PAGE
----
December 2018 Q&A: Malini Devadas

Dr Malini Devadas AE started editing in 2004 and now has her own business (MD Writing and Editing) working as an academic editor and writing coach. This year she set up a second business (Edit Boost) working as a coach to help editors make more money.

How has your month been? 

It’s been a busy and varied month, but as I look back I realise that I have done very little actual editing. I do have editing work lined up for December, however.

Here is a summary of November:

  • I ran a beta round of my new e-course to help editors increase their income. It has been great to see editors taking action to market their business and get more clients, and I look forward to launching this course in 2019.
  • I worked as a writing coach/consultant at a local university, helping PhD students overcome the challenges they face in academic writing. I had one-hour sessions with 12 students over two days.
  • I ran a month-long writing coaching program for women in science at another university.
  • I worked as a consultant medical writer for a government agency, attending meetings and writing the (extremely technical) minutes.
  • I created and delivered a new webinar for IPEd on stylesheets. I love giving live workshops, but the reality is that travel in Australia is time-consuming and expensive, so I am learning to embrace technology.
  • I had a number of one-on-one coaching calls with both editors and academics.

What are the biggest challenges you face in your work?

Probably my biggest challenge is managing distractions. I recently had to install an app on my computer to force me to stay off social media. So, if you see me commenting too much in the Secret Editors’ Business Facebook group, feel free to tell me to get back to work!

What do you love most about your work?

I love the variety and the freedom I have to do the jobs I want when I want. I only work part-time so that I can have time to exercise, socialise and help at my children’s primary school (where I run the choir), in addition to all my family duties. I am an advocate of charging rates that enable me to reduce my working hours while still earning a good living so that I have time to all the other things I want to do.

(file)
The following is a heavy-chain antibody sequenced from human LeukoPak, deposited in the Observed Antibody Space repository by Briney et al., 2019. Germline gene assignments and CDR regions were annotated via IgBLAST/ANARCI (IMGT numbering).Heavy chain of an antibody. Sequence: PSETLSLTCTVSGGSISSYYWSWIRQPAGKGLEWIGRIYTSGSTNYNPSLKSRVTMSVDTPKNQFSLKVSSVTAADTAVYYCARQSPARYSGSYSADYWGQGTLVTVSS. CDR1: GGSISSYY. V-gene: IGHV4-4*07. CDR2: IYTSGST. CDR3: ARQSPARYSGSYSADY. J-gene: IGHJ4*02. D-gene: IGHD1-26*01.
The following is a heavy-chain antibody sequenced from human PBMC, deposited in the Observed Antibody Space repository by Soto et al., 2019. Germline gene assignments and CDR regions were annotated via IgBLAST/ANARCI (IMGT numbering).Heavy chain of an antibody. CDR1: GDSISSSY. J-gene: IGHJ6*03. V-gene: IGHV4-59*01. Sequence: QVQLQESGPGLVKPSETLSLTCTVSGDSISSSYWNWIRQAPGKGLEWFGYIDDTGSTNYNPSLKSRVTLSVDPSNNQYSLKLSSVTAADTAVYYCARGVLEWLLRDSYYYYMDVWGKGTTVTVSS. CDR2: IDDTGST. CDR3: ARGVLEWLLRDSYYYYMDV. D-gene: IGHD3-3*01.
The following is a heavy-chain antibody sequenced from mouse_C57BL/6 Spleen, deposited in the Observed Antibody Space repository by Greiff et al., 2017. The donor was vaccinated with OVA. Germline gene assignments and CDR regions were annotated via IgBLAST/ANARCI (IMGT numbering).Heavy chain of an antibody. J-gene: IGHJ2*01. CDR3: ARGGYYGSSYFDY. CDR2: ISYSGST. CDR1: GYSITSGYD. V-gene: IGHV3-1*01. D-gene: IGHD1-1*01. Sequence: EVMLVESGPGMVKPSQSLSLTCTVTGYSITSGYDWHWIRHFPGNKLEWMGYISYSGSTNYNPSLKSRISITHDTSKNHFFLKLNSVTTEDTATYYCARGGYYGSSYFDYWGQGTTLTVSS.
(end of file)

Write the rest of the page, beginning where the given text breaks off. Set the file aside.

How did you get here? 

Good question! I did a science degree and then didn’t know what to do next so I did Honours. Then I didn’t know what to do next and was offered a PhD scholarship, so I did a PhD. Then I thought I may as well do a postdoc and was lucky enough to be awarded a fellowship by the Japanese government.

When I came back to Australia I, once again, still didn’t know what I wanted to do (do you sense a theme here?). By chance I met Janet Salisbury from Biotext who was kind enough to employ me because of my science background and train me as an editor. At that time, Hilary Cadman was working at Biotext and running training courses to teach people writing and editing skills. I became her training assistant and discovered that, while I enjoy editing, I really love teaching. When I set up my own academic editing business in 2013, I decided to focus on giving writing workshops at universities. However, when I realised is that giving people a writing process isn’t enough. People need one-on-one help. In the meantime, I could also see that, on the whole, editors were not charging enough money to live on.